Boy I like the sound of this. It was playing last year at a Scandinavian Film fest…. I was angry at myself for missing it. I can’t wait for April 7th, that’s the release date down here. Looking forward to it!

      • Jordan Dodd

        Yeah I remember reading about it when the fest was playing… your review has me really looking forward to this. We seem to watch similar stuff and share similar tastes, for the most part anyway

    • Stu

      I’m afraid I don’t know, sorry – I haven’t seen that. I watched it via Curzon, as it happens – worth the tenner if it isn’t on at a cinema near you!

      • movieblort

        I’ll double check. I live in Richmond so they might be showing it, but to be honest I prefer watching films at home at the moment. Too many bad experiences with inconsiderate movie-goers!

        Great film selections by the way. Been a while since I went on your website but spent most of the morning reading through a lot of them. Love the writing style and some very obscure selections.

        • Stu

          I know what you mean about fellow movie-goers. I had someone in the row behind leave their feet dangling next to my head the other week during The Revenant. I asked politely if they’d put their feet down but they refused and I was too stubborn to shift seats.

        • movieblort

          I could write all day about them. That sounds awful.

          At The Hateful Eight there was a guy vaping 2 seats over from me.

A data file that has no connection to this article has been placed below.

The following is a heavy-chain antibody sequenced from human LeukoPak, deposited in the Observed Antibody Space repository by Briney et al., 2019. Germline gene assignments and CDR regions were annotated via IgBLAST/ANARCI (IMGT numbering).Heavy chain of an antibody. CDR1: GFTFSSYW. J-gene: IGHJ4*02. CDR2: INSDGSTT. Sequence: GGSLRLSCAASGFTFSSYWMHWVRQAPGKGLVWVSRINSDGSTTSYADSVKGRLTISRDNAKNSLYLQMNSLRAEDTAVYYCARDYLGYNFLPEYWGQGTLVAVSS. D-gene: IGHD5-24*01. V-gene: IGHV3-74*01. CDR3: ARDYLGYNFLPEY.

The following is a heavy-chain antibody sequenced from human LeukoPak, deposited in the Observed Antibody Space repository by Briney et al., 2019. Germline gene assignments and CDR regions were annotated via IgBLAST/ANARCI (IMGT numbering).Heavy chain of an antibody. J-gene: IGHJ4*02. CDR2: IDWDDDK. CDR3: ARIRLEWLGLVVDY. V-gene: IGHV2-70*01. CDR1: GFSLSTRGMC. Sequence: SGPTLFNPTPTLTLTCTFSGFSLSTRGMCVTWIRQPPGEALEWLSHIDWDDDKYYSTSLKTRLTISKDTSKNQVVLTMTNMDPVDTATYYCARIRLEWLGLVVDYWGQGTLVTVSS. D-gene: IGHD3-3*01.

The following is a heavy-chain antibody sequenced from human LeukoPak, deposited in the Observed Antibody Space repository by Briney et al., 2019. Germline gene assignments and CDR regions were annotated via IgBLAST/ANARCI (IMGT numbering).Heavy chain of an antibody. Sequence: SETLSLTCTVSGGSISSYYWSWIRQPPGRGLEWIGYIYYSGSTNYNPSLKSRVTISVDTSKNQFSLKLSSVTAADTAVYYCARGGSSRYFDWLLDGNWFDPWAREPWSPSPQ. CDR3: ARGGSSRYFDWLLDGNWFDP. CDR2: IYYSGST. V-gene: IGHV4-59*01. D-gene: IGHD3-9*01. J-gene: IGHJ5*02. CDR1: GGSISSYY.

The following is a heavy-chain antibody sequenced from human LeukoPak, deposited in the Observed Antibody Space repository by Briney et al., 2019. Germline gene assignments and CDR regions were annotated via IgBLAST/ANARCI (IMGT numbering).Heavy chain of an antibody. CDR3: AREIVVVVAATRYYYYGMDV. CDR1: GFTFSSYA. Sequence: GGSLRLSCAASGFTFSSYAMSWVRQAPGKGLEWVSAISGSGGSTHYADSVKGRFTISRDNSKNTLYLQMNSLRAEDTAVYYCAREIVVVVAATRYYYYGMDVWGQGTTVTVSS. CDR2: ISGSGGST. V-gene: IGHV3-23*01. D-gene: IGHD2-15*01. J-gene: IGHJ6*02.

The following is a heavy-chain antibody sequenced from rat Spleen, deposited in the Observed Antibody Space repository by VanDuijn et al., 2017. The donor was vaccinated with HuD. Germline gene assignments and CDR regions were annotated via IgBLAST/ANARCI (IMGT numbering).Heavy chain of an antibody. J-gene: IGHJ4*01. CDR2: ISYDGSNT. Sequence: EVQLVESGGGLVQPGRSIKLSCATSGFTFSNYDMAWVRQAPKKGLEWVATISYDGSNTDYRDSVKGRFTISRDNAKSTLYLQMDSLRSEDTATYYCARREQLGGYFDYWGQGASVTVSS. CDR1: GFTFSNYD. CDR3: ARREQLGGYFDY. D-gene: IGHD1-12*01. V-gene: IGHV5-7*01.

At the Korean Film Festival movie, “The Thieves”, some guy was reading the subtitles out loud in places, and then letting his partner know whenever he discovered a plot point.

          I came out of the film “The Boy” and some girl said “That was literally the worst thing I have ever seen”, after showing up 10 minutes late and eating loudly through the entire thing.

          When I saw Betibu a few years ago, a couple 2 rows down had a huge portion of fish and chips to eat as cinema food.

          Then throw in the countless loud eaters, phone call takers, late arrivals and wrong seat sitters and you have the reasons why I choose to stay at home (or go for the Curzon showings – all of these have been in Odeons).

        • Stu

          I’m not surprised you stay at home! If I ever have kids I’m going to raise them not to speak during the film, not to put their feet on the seats and not to look at their mobile phones. Mind you it’ll probably be about £25 a head to go to the cinema by then anyway.

        • movieblort

          True, especially about the phones. My girlfriend sits there on her phone throughout a whole film at home. Ruins it for me because I’m then distracted with her not enjoying it. Now we have a phone ban!

          What’s your nearest cinema? I’m spoiled for choice in London. Where I work there’s 2 good Picturehouses nearby (Ritzy and Clapham), and in Richmond where I live there’s 2 Odeons and a Curzon. There’s no real replacement for watching films at the cinema, if I had the choice I’d watch all films on my own in silence though.

        • Stu

          I live down in Kent – luckily I have an Odeon nearby plus an arthouse place that gets stuff a month or two later, so they tend to have the smaller films. But I work in London occasionally and go in specifically to see stuff at the the Curzon, ICA, BFI or Picturehouse Central if I can. I know the Brixton Ritzy well, I used to live fairly near and that was my nearest cinema. Loved it….great bar too.

  2. Cindy Bruchman

    I’m all for Islandic sheep and the fraternal order of their herders. I don’t know where you find these films to watch, but your eclectic devotion to all films is remarkable, Stu.

    • Stu

      It’s the hot genre for 2016 Cindy! This one’s recently been released in the UK (albeit only in a few cinemas) and won the Un Certain Regard prize at Cannes last year, so I guess it’s not that obscure, but it’s definitely the kind of subject matter that will put some people off. Which is a shame, really – it’s a very good film.